Sympathy for Tagish residents

When I read the article regarding Tagish’s challenges with dogs barking, I was surprised and concerned that there are obviously many more people sharing the same disturbances of sleep, peace and quiet as our family and neighbours do.

When I read the article regarding Tagish’s challenges with dogs barking, I was surprised and concerned that there are obviously many more people sharing the same disturbances of sleep, peace and quiet as our family and neighbours do.

We reside in Sunnydale-West Dawson and have three neighbours who own dog teams. Their dogs bark and howl around the clock for hours on end.

I have lived in this neighbourhood for six years and even though we have voiced our concerns, and even though the neighbours are fully aware of how these dogs disturb our sleep and peace, they have made no attempt to resolve this problem. In fact, their responses to our concerns have not been civil and they deem us to be the troublesome ones.

Every day, I am awakened prematurely by barking and howling and it continues throughout our daily meals, while we are working in our yard, trying to have a conversation and relax with friends and family on our deck. It is never ending. I have hardly ever had one full night’s sleep since I moved here. I am exhausted when I get up each morning and struggle throughout my work days with tiredness.

The only peace I sometimes get is when it is raining.

When my husband first arrived here, there was not a single dog musher in our neighbourhood. Regardless of the dog-mushing community this area has since become, it is inconsiderate to expect everyone to have the peace and quiet of their own homes invaded upon by almost constant noise. We live in a wonderful place and have worked hard to build up the little paradise we have created on our property, yet the quality of our lives is severely diminished due to this issue.

In most other communities there are noise bylaws preventing neighbours, and their animals, from disturbing others between the hours of 10 p.m. and 7 a.m. Ninety-five percent of the people would not need bylaws such as this because they are considerate, decent citizens that work together to create a functioning community.

Unfortunately, the other five per cent of the people need to be governed by laws because they lack common sense and show a complete lack of consideration for others.

Finally, if dogs carry on for hours on end in this manner, their needs are not being met and perhaps the law and Humane Society should become involved.

Dear residents of Tagish: I congratulate you on doing the right thing. Taking action to protect your sanity, health and your quality of life is important. It appears to me this issue is more widespead than it seems. More steps toward a future when people with and without dogs can live together in harmony need to be taken.

Ava Steffens

Dawson City

Get local stories you won't find anywhere else right to your inbox.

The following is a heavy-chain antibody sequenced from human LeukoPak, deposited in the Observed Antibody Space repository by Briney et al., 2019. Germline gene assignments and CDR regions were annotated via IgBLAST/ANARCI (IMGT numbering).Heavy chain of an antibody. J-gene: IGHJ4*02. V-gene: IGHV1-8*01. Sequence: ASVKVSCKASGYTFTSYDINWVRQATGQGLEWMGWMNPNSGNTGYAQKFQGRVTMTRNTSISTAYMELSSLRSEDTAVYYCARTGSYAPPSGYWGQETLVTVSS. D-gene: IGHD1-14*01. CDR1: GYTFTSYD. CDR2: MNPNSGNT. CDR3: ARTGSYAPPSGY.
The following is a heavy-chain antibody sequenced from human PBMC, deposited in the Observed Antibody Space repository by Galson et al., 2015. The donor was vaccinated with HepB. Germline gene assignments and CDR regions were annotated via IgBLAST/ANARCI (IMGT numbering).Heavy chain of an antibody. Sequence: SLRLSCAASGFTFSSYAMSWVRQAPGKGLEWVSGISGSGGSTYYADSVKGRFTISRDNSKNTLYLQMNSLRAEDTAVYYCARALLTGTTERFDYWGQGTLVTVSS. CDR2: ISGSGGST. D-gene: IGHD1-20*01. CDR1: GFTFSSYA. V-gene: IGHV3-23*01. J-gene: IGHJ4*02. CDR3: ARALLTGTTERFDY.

Sign up here

Just Posted

Liberal leader Sandy Silver speaks outside his campaign headquarters in Dawson City following early poll results on April 12. (Robin Sharp/Yukon News)
BREAKING: Minority government results will wait on tie vote in Vuntut Gwitchin

The Yukon Party and the Liberal Party currently have secured the same amount of seats

Yukonomist Keith Halliday
YUKONOMIST: The Neapolitan election

Do you remember those old bricks of Neapolitan ice cream from birthday… Continue reading

Chief Medical Officer of Health Dr. Brendan Hanley. (Crystal Schick/Yukon News)
Exposure notice issued for April 3 Air North flight

Yukon Chief Medical Officer of Health Dr. Brendan Hanley has issued another… Continue reading

Crystal Schick/Yukon News file
Runners in the Yukon Arctic Ultra marathon race down the Yukon River near the Marwell industrial area in Whitehorse on Feb. 3, 2019.
Cold-weather exercise hard on the lungs

Amy Kenny Special to the Yukon News It might make you feel… Continue reading

Whitehorse City Hall (Joel Krahn/Yukon News file)
This week at city hall

A look at issues discussed by Whitehorse city council at its April 6 meeting.

Today’s Mailbox: Rent freezes and the youth vote

Dear Editor, I read the article regarding the recommendations by the Yukon… Continue reading

Point-in-Time homeless count planned this month

Volunteers will count those in shelters, short-term housing and without shelter in a 24-hour period.

The Yukon’s new ATIPP Act came into effect on April 1. Yukoners can submit ATIPP requests online or at the Legislative Assembly building. (Gabrielle Plonka/Yukon News file)
New ATIPP Act in effect as of April 1

The changes promise increased government transparency

A new conservancy in northern B.C. is adjacent to Mount Edziza Provincial Park. (Courtesy BC Parks)
Ice Mountain Lands near Telegraph Creek, B.C., granted conservancy protection

The conservancy is the first step in a multi-year Tahltan Stewardship Initiative

Yukon RCMP reported a child pornography-related arrest on April 1. (Phil McLachlan/Black Press file)
Whitehorse man arrested on child pornography charges

The 43-year-old was charged with possession of child pornography and making child pornography

Team Yukon athletes wave flags at the 2012 Arctic Winter Games opening ceremony in Whitehorse. The postponed 2022 event in Wood Buffalo, Alta., has been rescheduled for Jan. 29 to Feb. 4, 2023. (Justin Kennedy/Yukon News file)
New dates set for Arctic Winter Games

Wood Buffalo, Alta. will host event Jan. 29 to Feb. 4, 2023

Victoria Gold Corp. has contributed $1 million to the First Nation of Na-cho Nyak Dun after six months of production at the Eagle Gold Mine. (Submitted/Victoria Gold Corp.)
Victoria Gold contributes $1 million to First Nation of Na-cho Nyak Dun

Victoria Gold signed a Comprehensive Cooperation and Benefits Agreement in 2011

Most Read